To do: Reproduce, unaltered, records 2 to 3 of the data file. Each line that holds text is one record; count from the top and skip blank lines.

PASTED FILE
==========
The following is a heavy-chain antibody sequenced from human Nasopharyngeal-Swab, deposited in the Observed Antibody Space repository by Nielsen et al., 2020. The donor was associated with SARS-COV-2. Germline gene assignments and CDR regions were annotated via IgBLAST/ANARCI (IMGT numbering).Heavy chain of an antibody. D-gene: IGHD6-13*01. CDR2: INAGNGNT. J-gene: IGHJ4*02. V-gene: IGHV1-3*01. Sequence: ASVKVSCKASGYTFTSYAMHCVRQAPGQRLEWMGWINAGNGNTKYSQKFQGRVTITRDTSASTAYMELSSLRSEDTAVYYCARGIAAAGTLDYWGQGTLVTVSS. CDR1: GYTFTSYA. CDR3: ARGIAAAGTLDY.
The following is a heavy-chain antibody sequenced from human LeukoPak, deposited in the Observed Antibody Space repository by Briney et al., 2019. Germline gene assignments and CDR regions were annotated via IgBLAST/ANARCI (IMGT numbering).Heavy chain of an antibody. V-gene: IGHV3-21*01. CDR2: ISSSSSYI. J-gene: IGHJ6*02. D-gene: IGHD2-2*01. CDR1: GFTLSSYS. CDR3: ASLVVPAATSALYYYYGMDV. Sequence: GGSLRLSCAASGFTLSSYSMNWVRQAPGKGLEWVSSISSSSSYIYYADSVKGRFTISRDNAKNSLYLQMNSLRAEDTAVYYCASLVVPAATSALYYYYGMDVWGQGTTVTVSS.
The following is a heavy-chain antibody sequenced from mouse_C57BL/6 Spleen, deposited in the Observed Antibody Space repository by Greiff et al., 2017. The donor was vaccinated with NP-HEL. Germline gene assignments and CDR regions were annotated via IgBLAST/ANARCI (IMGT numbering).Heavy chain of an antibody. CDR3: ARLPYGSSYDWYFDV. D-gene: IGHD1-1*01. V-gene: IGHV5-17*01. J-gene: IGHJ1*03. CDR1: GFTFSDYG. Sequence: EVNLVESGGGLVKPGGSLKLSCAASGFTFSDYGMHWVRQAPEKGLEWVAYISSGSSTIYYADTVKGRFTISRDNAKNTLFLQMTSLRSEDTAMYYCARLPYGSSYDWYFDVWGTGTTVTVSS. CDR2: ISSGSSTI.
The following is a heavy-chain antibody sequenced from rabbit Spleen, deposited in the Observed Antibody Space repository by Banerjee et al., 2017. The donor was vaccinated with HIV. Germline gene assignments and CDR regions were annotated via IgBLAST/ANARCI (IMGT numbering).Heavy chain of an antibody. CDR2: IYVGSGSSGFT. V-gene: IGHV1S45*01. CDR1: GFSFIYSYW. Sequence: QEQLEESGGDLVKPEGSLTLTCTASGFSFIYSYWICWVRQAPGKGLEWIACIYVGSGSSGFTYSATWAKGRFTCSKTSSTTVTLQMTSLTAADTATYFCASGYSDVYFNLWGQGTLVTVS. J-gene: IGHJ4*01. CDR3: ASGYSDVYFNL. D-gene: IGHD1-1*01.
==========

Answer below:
The following is a heavy-chain antibody sequenced from human LeukoPak, deposited in the Observed Antibody Space repository by Briney et al., 2019. Germline gene assignments and CDR regions were annotated via IgBLAST/ANARCI (IMGT numbering).Heavy chain of an antibody. V-gene: IGHV3-21*01. CDR2: ISSSSSYI. J-gene: IGHJ6*02. D-gene: IGHD2-2*01. CDR1: GFTLSSYS. CDR3: ASLVVPAATSALYYYYGMDV. Sequence: GGSLRLSCAASGFTLSSYSMNWVRQAPGKGLEWVSSISSSSSYIYYADSVKGRFTISRDNAKNSLYLQMNSLRAEDTAVYYCASLVVPAATSALYYYYGMDVWGQGTTVTVSS.
The following is a heavy-chain antibody sequenced from mouse_C57BL/6 Spleen, deposited in the Observed Antibody Space repository by Greiff et al., 2017. The donor was vaccinated with NP-HEL. Germline gene assignments and CDR regions were annotated via IgBLAST/ANARCI (IMGT numbering).Heavy chain of an antibody. CDR3: ARLPYGSSYDWYFDV. D-gene: IGHD1-1*01. V-gene: IGHV5-17*01. J-gene: IGHJ1*03. CDR1: GFTFSDYG. Sequence: EVNLVESGGGLVKPGGSLKLSCAASGFTFSDYGMHWVRQAPEKGLEWVAYISSGSSTIYYADTVKGRFTISRDNAKNTLFLQMTSLRSEDTAMYYCARLPYGSSYDWYFDVWGTGTTVTVSS. CDR2: ISSGSSTI.